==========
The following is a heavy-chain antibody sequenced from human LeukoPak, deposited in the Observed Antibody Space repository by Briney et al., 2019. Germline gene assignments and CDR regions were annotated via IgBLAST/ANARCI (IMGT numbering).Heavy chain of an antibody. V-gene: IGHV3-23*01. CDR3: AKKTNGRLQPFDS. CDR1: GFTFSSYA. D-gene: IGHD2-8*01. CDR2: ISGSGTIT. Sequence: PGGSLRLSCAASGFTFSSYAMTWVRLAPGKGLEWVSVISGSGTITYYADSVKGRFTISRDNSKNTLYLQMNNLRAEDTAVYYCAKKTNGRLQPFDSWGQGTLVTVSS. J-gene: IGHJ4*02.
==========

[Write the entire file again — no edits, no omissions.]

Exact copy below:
The following is a heavy-chain antibody sequenced from human LeukoPak, deposited in the Observed Antibody Space repository by Briney et al., 2019. Germline gene assignments and CDR regions were annotated via IgBLAST/ANARCI (IMGT numbering).Heavy chain of an antibody. V-gene: IGHV3-23*01. CDR3: AKKTNGRLQPFDS. CDR1: GFTFSSYA. D-gene: IGHD2-8*01. CDR2: ISGSGTIT. Sequence: PGGSLRLSCAASGFTFSSYAMTWVRLAPGKGLEWVSVISGSGTITYYADSVKGRFTISRDNSKNTLYLQMNNLRAEDTAVYYCAKKTNGRLQPFDSWGQGTLVTVSS. J-gene: IGHJ4*02.